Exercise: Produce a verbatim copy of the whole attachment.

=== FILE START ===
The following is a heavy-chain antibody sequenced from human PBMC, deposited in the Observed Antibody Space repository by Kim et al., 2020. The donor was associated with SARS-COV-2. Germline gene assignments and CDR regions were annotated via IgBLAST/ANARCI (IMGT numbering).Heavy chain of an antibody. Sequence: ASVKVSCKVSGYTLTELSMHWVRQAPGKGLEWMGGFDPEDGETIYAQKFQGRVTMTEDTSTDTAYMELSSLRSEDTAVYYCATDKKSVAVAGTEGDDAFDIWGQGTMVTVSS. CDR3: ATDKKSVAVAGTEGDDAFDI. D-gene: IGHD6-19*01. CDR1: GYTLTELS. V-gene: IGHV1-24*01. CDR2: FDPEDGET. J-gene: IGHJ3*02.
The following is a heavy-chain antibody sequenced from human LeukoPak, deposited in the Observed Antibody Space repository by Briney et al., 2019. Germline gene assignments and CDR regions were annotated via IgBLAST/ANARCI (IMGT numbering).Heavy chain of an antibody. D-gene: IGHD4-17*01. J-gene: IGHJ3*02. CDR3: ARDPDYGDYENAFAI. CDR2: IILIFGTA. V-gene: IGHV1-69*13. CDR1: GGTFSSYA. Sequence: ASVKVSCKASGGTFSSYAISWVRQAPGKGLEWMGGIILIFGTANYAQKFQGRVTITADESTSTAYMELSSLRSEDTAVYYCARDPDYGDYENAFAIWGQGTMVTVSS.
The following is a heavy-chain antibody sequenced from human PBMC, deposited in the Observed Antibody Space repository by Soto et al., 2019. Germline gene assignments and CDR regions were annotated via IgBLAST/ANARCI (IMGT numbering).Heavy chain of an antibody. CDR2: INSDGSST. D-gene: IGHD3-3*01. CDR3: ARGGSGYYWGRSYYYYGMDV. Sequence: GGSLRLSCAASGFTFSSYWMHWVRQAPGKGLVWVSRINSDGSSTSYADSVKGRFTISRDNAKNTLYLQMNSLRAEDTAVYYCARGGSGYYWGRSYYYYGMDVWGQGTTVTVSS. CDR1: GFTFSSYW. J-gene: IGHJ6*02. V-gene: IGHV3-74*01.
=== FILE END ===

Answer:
The following is a heavy-chain antibody sequenced from human PBMC, deposited in the Observed Antibody Space repository by Kim et al., 2020. The donor was associated with SARS-COV-2. Germline gene assignments and CDR regions were annotated via IgBLAST/ANARCI (IMGT numbering).Heavy chain of an antibody. Sequence: ASVKVSCKVSGYTLTELSMHWVRQAPGKGLEWMGGFDPEDGETIYAQKFQGRVTMTEDTSTDTAYMELSSLRSEDTAVYYCATDKKSVAVAGTEGDDAFDIWGQGTMVTVSS. CDR3: ATDKKSVAVAGTEGDDAFDI. D-gene: IGHD6-19*01. CDR1: GYTLTELS. V-gene: IGHV1-24*01. CDR2: FDPEDGET. J-gene: IGHJ3*02.
The following is a heavy-chain antibody sequenced from human LeukoPak, deposited in the Observed Antibody Space repository by Briney et al., 2019. Germline gene assignments and CDR regions were annotated via IgBLAST/ANARCI (IMGT numbering).Heavy chain of an antibody. D-gene: IGHD4-17*01. J-gene: IGHJ3*02. CDR3: ARDPDYGDYENAFAI. CDR2: IILIFGTA. V-gene: IGHV1-69*13. CDR1: GGTFSSYA. Sequence: ASVKVSCKASGGTFSSYAISWVRQAPGKGLEWMGGIILIFGTANYAQKFQGRVTITADESTSTAYMELSSLRSEDTAVYYCARDPDYGDYENAFAIWGQGTMVTVSS.
The following is a heavy-chain antibody sequenced from human PBMC, deposited in the Observed Antibody Space repository by Soto et al., 2019. Germline gene assignments and CDR regions were annotated via IgBLAST/ANARCI (IMGT numbering).Heavy chain of an antibody. CDR2: INSDGSST. D-gene: IGHD3-3*01. CDR3: ARGGSGYYWGRSYYYYGMDV. Sequence: GGSLRLSCAASGFTFSSYWMHWVRQAPGKGLVWVSRINSDGSSTSYADSVKGRFTISRDNAKNTLYLQMNSLRAEDTAVYYCARGGSGYYWGRSYYYYGMDVWGQGTTVTVSS. CDR1: GFTFSSYW. J-gene: IGHJ6*02. V-gene: IGHV3-74*01.